Book Review : Under A Painted Sky
By Stacey Lee
Missouri, 1849: Samantha dreams of moving back to New York to be a professional musician—not an easy thing if you’re a girl, and harder still if you’re Chinese. But a tragic accident dashes any hopes of fulfilling her dream, and instead, leaves her fearing for her life. With the help of a runaway slave named Annamae, Samantha flees town for the unknown frontier. But life on the Oregon Trail is unsafe for two girls, so they disguise themselves as Sammy and Andy, two boys headed for the California gold rush. Sammy and Andy forge a powerful bond as they each search for a link to their past, and struggle to avoid any unwanted attention. But when they cross paths with a band of cowboys, the light-hearted troupe turn out to be unexpected allies. With the law closing in on them and new setbacks coming each day, the girls quickly learn that there are not many places to hide on the open trail.
This beautifully written debut is an exciting adventure and heart-wrenching survival tale. But above all else, it’s a story about perseverance and trust that will restore your faith in the power of friendship. (Courtesy of goodreads.com)
Adult Point of View
Stacey Lee has writing talent, and uses some great imagery. Here is an example that the title of the novel Under A Painted Sky is derived from:
“I never heard anyone call the sky painted before, but it’s the perfect word. Clouds outlined in gold streak across the firmament, casting uneven shadows over the landscape.”
I wish Lee would bring out more imagery! She does include tidbits about the Chinese zodiac and helps the reader see the world through the eyes of Sammy. Overall, I felt like the story was too simplified into a romance.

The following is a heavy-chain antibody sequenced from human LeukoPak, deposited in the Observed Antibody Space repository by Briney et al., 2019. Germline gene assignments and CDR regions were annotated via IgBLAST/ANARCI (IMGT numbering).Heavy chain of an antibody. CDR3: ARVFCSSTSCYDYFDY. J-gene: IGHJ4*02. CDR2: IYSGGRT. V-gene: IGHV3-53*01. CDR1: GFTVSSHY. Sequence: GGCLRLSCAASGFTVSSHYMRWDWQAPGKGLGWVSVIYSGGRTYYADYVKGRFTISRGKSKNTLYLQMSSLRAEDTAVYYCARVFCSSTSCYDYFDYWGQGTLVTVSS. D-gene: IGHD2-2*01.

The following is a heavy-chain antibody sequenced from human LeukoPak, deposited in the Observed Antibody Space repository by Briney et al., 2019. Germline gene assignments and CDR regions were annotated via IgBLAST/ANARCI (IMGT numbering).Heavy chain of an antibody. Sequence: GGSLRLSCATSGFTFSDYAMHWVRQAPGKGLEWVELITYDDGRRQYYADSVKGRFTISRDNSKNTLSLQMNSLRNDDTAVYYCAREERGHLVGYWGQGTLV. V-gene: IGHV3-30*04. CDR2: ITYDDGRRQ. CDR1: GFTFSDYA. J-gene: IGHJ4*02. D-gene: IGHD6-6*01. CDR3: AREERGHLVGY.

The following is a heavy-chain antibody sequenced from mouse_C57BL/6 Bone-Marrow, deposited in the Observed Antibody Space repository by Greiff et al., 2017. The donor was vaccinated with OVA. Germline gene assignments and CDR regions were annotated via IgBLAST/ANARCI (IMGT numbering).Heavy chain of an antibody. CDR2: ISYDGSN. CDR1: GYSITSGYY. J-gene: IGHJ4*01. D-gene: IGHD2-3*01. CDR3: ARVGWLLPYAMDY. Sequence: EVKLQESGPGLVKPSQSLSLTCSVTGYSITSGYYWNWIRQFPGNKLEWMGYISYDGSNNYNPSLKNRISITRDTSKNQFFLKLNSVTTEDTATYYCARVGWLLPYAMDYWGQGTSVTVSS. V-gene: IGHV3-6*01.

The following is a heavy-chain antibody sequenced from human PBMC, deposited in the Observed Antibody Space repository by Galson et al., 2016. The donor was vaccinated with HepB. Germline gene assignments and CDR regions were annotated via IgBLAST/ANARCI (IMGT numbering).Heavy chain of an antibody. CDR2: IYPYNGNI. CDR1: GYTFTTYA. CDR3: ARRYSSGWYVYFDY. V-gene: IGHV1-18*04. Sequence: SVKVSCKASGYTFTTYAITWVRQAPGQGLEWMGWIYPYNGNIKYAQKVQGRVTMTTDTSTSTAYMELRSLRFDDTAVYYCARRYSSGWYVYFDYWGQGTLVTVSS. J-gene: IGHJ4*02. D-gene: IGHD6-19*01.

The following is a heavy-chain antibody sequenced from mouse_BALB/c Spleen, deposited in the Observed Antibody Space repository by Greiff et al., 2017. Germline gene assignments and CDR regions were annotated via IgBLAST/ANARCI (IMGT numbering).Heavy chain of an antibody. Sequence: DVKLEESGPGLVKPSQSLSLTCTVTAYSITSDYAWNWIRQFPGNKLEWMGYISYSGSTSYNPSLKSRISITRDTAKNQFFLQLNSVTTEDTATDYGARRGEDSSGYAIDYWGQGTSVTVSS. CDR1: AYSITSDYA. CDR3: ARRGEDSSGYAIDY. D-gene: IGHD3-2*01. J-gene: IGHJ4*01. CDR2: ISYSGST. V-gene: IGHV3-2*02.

Under A Painted Sky is a fast, fun read, but not really any more than that. My favorite part in the book is the relationship/friendship that develops between Sammy and Andy. They support each other and respect each other. They dress as boys to be safer as they cross the country posing as argonauts (gold rush prospectors). Even though there is an undercurrent of racial relations, it isn’t the overall theme. Andy, who is actually named Annamae, is an escaped slave. Sammy, Samantha, is escaping a charge of murder when she struck out at the man who intended to rape her and enslave her as a prostitute. The main theme of the book is the relationships of the traveling companions.
One of the problems I have with historical novels is when they are inaccurate for the time period. Problem 1: Cay finds a lot of promiscuous gals. Since this is prior to the 60’s I found this to be unbelievable. Pregnancy, shame and social morals would not have led to so many women being charmed into sex with a charming cowboy. Problem 2: Homosexuality was another huge taboo in this country. I find it unbelievable that the cowboys would just calmly accept another as a “filly” (Lee’s euphemism for a gay man) when sodomy was a legally punishable offense. Problem 3: The people refer to Annamae as Black. The term “Black” was not used until the 1960’s, and even then, many African American’s considered it to be offensive. The more polite term would have been “Negro” or “Negress” – which is still considered to be very offensive today – and as a slave she really would have been referred to by the N-word. If Lee had used the historically correct terms it would have made her book much more about race inequality, and would have hit the reader in the face. Such explicit language also would have made the friendship Andy has with Sammy even more tender.
Though not historical, another problem I had were the romances. They were kind of lame. I really didn’t see why Sammy liked West, he was surly and withdrawn. Peety was probably the most charming of the three leading men. Again, there really wasn’t any information as to why Andy was in love with Peety.
Here is another example of the writing.
“The simple strains of the lullaby return me to the world I used to live in, each bow stroke conjuring a memory. Father with his ear cocked as he tuned Lady Tin-Yin. The two of us flapping like herons to help me loosen my arms.” (p. 268)
I plan to read another book by Stacey Lee to see if she can bridge the problem of a stilted story line than is more worthy of her writing skills.
3 out of 5 stars
If you liked this western you might like Thirteenth Child by Patricia Wrede (it has magic) or historical books like Here Lies the Librarian by Richard Peck, or his book A Year Down Yonder have the feeling from a time long ago. I love the book The Evolution of Calpurnia Tate by Jacqueline Kelly.